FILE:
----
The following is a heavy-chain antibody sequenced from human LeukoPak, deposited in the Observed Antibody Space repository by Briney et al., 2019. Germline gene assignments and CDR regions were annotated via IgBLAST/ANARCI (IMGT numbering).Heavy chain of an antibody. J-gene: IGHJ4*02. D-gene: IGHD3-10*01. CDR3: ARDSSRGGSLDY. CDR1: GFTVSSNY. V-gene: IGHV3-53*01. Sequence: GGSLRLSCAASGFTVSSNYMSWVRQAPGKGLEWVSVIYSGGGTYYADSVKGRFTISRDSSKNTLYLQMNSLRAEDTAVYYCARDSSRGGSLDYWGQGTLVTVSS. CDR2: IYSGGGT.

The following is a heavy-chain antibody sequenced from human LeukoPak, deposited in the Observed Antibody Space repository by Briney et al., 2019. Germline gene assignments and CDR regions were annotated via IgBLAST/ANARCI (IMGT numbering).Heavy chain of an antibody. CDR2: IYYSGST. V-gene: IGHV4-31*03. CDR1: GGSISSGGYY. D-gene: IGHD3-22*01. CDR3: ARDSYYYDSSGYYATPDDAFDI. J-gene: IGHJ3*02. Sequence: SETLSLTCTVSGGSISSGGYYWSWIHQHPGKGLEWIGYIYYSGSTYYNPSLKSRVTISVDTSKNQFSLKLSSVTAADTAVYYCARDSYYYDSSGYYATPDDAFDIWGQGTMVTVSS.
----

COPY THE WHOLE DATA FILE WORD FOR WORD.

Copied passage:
The following is a heavy-chain antibody sequenced from human LeukoPak, deposited in the Observed Antibody Space repository by Briney et al., 2019. Germline gene assignments and CDR regions were annotated via IgBLAST/ANARCI (IMGT numbering).Heavy chain of an antibody. J-gene: IGHJ4*02. D-gene: IGHD3-10*01. CDR3: ARDSSRGGSLDY. CDR1: GFTVSSNY. V-gene: IGHV3-53*01. Sequence: GGSLRLSCAASGFTVSSNYMSWVRQAPGKGLEWVSVIYSGGGTYYADSVKGRFTISRDSSKNTLYLQMNSLRAEDTAVYYCARDSSRGGSLDYWGQGTLVTVSS. CDR2: IYSGGGT.

The following is a heavy-chain antibody sequenced from human LeukoPak, deposited in the Observed Antibody Space repository by Briney et al., 2019. Germline gene assignments and CDR regions were annotated via IgBLAST/ANARCI (IMGT numbering).Heavy chain of an antibody. CDR2: IYYSGST. V-gene: IGHV4-31*03. CDR1: GGSISSGGYY. D-gene: IGHD3-22*01. CDR3: ARDSYYYDSSGYYATPDDAFDI. J-gene: IGHJ3*02. Sequence: SETLSLTCTVSGGSISSGGYYWSWIHQHPGKGLEWIGYIYYSGSTYYNPSLKSRVTISVDTSKNQFSLKLSSVTAADTAVYYCARDSYYYDSSGYYATPDDAFDIWGQGTMVTVSS.